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Madonna Interview : Vanity Fair

Madonna - Vanity Fair / March 1998

“I don’t think anybody in that household encouraged Madonna,” says Keshishian. “The will of somebody who comes from that big a family and does what she’s done is remarkable. She became, I think, like the worst stage mother could have been.”

I remember hearing about Madonna in the early 80s. She was part of the downtown scene and had hung out at clubs like Danceteria and the Paradise Garage. She was friends with quite a few of the people whom I knew, as well as a number of emerging artists whose work was a big part of what I was covering in Artforum magazine, which I edited. They included people such as Futura 2000, Fab Five Freddy, Keith Haring, and Jean-Michel Basquiat. Madonna was Basquiat’s girlfriend for a while. But it didn’t last, and she tells me that when they broke up Basquiat made her return the paintings he had given her. He let her keep one, which she now describes as her most prised possesion.

It’s a little surprising when you consider how quickly this loner from the burbs of Detroit — a creature who, to this day, uses “dorky” as an adjective — fit into the world of these intensely urban bohemians. You might call it her first transformation. But this was clearly where she wanted to be, having spent her life in a state of admiration of painters, writers, and poets. It’s not clear, even now, whether it is the actual work of these creative people which fuels Madonna, or whether it is the actual work of these creative people that fuels Madonna, or whether it is her self-presentation and passion which compel her. She does not seem to have been born with the classic self-destructive artistic personality; she feeds her drive with Catholic self-denial and then rebels publicly in ways that don’t appear to threaten her solid core. This charged-up ambition was off-putting to some of the cooler creative types she met in the early days.

Recording executives, however, loved it. When an acquaintance named Michael Rosenblatt, an executive at Sire Records, talked Madonna up to his boss, company chief Seymour Stein, she didn’t delay her approach; Liz Rosenberg recalls that although Stein was in the hospital with a heart infection, “Madonna just barreled into his room, and Seymour fell in love with her and signed her.”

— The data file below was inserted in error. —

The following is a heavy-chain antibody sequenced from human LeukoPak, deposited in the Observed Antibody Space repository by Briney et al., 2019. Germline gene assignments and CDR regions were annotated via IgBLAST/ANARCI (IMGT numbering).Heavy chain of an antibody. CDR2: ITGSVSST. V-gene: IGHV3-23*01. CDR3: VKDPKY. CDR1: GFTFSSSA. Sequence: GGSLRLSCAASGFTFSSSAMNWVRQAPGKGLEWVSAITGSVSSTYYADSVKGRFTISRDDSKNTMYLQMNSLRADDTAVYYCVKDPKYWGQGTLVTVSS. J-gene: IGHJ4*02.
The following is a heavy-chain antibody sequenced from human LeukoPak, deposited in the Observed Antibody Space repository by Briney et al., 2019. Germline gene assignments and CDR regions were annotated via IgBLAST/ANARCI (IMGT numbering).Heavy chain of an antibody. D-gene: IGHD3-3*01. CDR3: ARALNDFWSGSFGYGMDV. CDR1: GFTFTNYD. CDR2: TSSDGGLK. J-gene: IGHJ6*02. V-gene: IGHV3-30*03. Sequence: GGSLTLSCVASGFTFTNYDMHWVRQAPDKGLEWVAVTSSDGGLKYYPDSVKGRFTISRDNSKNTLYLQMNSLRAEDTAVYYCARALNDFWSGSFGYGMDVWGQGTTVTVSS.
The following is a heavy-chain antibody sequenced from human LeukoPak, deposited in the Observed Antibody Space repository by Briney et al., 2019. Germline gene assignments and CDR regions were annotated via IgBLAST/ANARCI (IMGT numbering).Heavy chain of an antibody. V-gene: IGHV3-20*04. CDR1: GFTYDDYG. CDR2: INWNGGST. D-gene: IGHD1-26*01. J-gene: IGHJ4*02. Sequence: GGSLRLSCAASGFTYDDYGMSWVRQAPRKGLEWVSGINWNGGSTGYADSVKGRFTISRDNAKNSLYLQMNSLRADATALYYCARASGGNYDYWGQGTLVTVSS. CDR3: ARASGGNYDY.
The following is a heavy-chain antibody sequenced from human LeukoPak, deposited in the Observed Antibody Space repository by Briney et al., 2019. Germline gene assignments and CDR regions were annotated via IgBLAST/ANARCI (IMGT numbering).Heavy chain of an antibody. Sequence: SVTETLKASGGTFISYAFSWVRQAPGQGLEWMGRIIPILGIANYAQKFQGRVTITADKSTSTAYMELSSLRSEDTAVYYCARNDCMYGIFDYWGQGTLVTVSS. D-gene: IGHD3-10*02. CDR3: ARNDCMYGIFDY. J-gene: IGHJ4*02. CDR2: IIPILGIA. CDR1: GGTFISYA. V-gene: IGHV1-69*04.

Rosenberg will always remember her first meeting with Madonna. “You felt her fearlessness, but she didn’t have two cents. We used to give her cab money. She probably pocketed it all and took the train. She looked like a little doll with her stockings, and the schmatte, and the bow, and the rubber bracelets. I loved the belief she had in herself.”

At first, executives at Sire — and at Warner Records, its parent company — weren’t gung-ho about putting their weight behind her. Rosenberg remembers people saying, “Oh, don’t let her go one the road. She doesn’t know what she’s doing. She’ll embarrass the company.” But it wasn’t only the road tours that would set Warner on its ear. The notorious episodes that attended Madonna’s climb to fame must have had corporate honchos regretting that bomb shelters were no longer a part of American life. Yet, whatever the controversies, no up-and-comer ever grabbed the ball like Madonna. She made herself into a major celebrity with heart-stopping style — defying the expectations of those who saw her as a flash in the pan. Still, she took some getting used to. Rosenberg invited a male friend along to the rehearsal for the first MTV Video Music Awards, in 1984. Madonna, rolling around the floor of the stage in a wedding dress, gave a preview of her showstopping performance, and Rosenberg’s pal predicted, “Her career is over before it started.”

Her refrain has been uttered as often as Madonna has repeated some of her songs’ signature motifs — such as one of her most frequently recurring images: running. But she has shown that she can take the heat. When Playboy and Penthouse obtained nude photographs of the star, her response was: “So what? I’m not ashamed.” When the Vatican tried to censor her Blonde Ambition tour, she refused to bow. And after Sex, she came out slugging. On Bedtime Stories, the CD that followed, she included a song called “Human Nature.” “I’m not your bitch,” Madonna declared in its chorus, “don’t hang your shit on me.”

It’s fearlessness that makes her a star. “I cannot imagine walking into a room and feeling like this girl did,” recalls Liz Rosenberg. Few of us can — and that’s what makes Madonna. But she has to keep stoking her own flame.

Madonna’s metamorphoses have become legend as she has shuffled through our culture’s fat deck of accumulated images. She’s snapped up poses, postures, and attitudes, sometimes dropping them quickly (rapper’s silver tooth cap), sometimes incorporating them more permanently (platinum Hollywood hair). And transformation is part of Madonna off-camera too. Talk to her and you’ll notice the falling into and out of accents and lingoes: on a busy day, you can hear the sound of Michigan, the in phrases of Manhattan gay boys and and street kids, inflections worthy of the Queen Mother. Lately, in her elegant mode, she sometimes relies on the kind of Great Lady diction they taught at MGM.

Like photographer Cindy Sherman — whose early work was recently seen at the Museum of Modern Art in a Madonna-sponsored exhibition — Miss Ciccone has been acting out a spectrum of women’s roles, which could be interpreted as a search for self. Or if one wants to get postmodern about it, she’s mirroring the culture’s own fixation with celebrity. I think Madonna’s chameleon act is rooted in something more primal. She’s been searching for self-realization and to be seen and recognized for who she really is.